Saturday, March 13, 2010

I have jokingly said to my students that you need to have a bit of OCD (Obsessive Compulsive Disorder) in order to be a writer. I actually think this is true of the artist temperament in general. The same glitch in my brain that had me addicted to Web Sudoku, is the same quirk that keeps me knitting like a madwoman for hours on end, is the same mechanism that allows me to obsessively move words around for days on a poem is the same thing that now gets me to the piano to practice.

It took a while to kick in with the piano, mostly because I didn't have enough of a vocabulary to make it worthwhile. And even now all I can do is Louie Louie and a piece of Randy Newman. But it's enough--I begin to sense how music is a huge puzzle and even if I just have a few pieces in my hand, I can turn them over and play with them and I'm itching to possess the next one. Christopher has regaled me with music theory, most of which goes in one ear and out the other, but some of it is sticking. What I love most is using this other part of my brain, the non-verbal part, muscle memory and instinct rather than the sentence-making vocabulary-chewing part I generally dwell in.

I have printed out the lyrics to "Hallelujah"--Gerry asked me what I thought the words meant and I said "No idea," some combination of Leonard Cohen's erotic-Biblical-spiritual shtick--but they are beautiful.

The other night we had some excitement in the neighborhood--seven, count them, seven cop cars on the street outside our house, and a helicopter with searchlight beams circling overhead while a voice on a loudspeaker ordered someone inside the house across the street to "Come out with your hands up." We had been watching The Fog of War--sue me, I felt bad for Robert McNamara. I know that had I been old enough to understand what was going on during the Vietnam Era I would have hated him. I remember the anguish and horror of that war, the daily casualty count in the newspapers, the scenes of napalmed children howling in pain on the evening news.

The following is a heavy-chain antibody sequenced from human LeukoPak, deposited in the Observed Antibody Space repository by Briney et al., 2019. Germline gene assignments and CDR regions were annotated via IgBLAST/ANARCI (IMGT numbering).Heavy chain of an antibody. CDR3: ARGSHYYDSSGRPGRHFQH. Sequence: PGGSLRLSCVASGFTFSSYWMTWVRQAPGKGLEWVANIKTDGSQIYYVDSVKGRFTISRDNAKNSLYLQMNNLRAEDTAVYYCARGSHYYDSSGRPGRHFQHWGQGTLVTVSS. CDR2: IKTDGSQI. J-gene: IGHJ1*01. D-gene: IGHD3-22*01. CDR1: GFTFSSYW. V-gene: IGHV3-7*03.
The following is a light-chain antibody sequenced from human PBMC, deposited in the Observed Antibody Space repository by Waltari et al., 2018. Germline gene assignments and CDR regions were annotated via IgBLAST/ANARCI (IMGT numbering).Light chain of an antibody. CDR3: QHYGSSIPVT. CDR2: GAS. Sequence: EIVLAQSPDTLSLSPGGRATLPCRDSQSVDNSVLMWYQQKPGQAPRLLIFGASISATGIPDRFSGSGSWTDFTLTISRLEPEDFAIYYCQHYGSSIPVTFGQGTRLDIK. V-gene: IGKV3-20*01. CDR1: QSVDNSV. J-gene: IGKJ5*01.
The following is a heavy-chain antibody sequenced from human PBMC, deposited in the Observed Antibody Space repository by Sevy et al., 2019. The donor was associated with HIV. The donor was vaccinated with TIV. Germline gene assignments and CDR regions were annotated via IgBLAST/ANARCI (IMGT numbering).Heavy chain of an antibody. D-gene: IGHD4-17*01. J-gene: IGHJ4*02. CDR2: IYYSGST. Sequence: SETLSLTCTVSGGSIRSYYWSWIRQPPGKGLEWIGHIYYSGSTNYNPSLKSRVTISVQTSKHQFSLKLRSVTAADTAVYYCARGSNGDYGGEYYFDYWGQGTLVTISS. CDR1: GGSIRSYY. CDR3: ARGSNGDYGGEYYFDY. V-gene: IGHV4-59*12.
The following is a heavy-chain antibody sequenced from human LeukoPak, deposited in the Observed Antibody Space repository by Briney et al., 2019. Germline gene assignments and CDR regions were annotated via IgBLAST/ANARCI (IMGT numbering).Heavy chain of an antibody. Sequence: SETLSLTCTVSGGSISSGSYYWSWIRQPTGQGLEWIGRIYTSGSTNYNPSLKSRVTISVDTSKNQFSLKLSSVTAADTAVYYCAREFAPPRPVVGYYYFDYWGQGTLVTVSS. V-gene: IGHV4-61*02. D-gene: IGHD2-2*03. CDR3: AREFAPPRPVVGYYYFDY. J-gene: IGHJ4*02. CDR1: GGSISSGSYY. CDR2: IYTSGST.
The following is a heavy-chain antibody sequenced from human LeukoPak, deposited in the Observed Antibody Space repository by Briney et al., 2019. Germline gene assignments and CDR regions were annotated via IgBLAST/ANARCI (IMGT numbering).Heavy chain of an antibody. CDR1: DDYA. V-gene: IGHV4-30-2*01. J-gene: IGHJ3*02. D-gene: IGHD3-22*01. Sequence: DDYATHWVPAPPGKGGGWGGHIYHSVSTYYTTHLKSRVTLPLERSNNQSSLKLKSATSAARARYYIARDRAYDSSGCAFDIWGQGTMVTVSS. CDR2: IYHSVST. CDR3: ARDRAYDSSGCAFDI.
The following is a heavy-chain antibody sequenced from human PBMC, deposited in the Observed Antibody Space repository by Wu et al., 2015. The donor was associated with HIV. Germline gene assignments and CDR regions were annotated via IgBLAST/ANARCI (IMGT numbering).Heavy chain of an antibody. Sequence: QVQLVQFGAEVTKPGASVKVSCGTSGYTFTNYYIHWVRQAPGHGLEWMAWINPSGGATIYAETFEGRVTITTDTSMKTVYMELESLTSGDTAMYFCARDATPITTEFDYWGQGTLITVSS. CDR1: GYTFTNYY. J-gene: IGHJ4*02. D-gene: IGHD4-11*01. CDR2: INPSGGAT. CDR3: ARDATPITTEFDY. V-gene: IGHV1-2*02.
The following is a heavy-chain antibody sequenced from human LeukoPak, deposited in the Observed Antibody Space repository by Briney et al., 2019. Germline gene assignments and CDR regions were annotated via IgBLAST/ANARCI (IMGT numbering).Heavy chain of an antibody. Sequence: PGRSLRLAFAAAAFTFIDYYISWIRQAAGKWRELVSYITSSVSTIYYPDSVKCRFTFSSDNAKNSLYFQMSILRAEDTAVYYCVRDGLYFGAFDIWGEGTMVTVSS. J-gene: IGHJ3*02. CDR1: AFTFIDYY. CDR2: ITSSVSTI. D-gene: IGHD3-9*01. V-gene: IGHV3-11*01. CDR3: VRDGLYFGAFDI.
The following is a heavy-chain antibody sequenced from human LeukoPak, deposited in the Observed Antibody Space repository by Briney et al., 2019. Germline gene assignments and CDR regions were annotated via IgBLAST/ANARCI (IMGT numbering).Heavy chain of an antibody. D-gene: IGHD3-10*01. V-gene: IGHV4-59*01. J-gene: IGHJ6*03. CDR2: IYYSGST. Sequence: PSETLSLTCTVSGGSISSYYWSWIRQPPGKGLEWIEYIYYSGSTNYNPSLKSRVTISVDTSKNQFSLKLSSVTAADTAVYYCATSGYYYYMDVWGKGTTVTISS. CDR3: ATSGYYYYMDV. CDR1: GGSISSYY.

What I saw in the film though was a man in anguish about the possibility of nuclear war, haunted by how close we came on more than one occasion. One could argue that knowing what he knew he could have and should have done more to stop Johnson from escalating the war in Vietnam--but Johnson was a stubborn man and hindsight is always 20/20. Maybe it's because I'm older, maybe because I still love Obama despite the fact that he seems bent on escalating our military involvement in Afghanistan which I think is a terrible mistake--but I can now hold the concept of fundamentally decent people making bad decisions which result in horrible things happening.

So anyway, there we were pondering the paradox of McNamara's character; meanwhile on the street, a posse of cops were focused on our neighbors. We stepped out on our porch to see what was happening. The mother came out eventually. It was a cold night--I had my down coat on--and she was dressed in a tank top and shorts.

They told her to walk backwards with her hands up, towards the cop car. Talking and arguing. She seemed to be saying, "My son is in the house!" I wondered which son it was. I remember her older son from when he was a teen age boy who would offer to cut our lawn. Her younger son has sickle cell anemia, is small for his age and developmentally delayed.

Another neighbor across the way came out and stood on their fire escape, wrapped up against the cold, silently bearing witness. I knew this family. There was an uncle who had done time in San Quentin who threatened to burn down my house because I wouldn't give him ten dollars once when he rang my bell in the middle of the night. That was one of the reasons why I stopped hanging around with the children, who are all grown up now anyway, with children of their own.

The mother waved at us and called "Hi neighbor!" I think she was glad to have witnesses, in case a Rodney King incident of police brutality developed--which it didn't. At least not that we saw, not that night. After about twenty minutes of standing around, a little blustering on the bullhorns, some cars tried to make their way up the street and were blocked by the phalanx of police. Then, slowly, the mother was let go back into her house (at first they were going to take her away in the cop car and I wondered for what? Child abuse? Or was it a drug bust? There are a lot of drug busts in our neighborhood.)

Then the cop cars left finally, and we turned back to McNamara and the sixties and the seventies and the Vietnam War.

1 comment:

Anonymous said...

What a stunning and fabulous poem of yours over on Carla Muses.

Absolutely so great.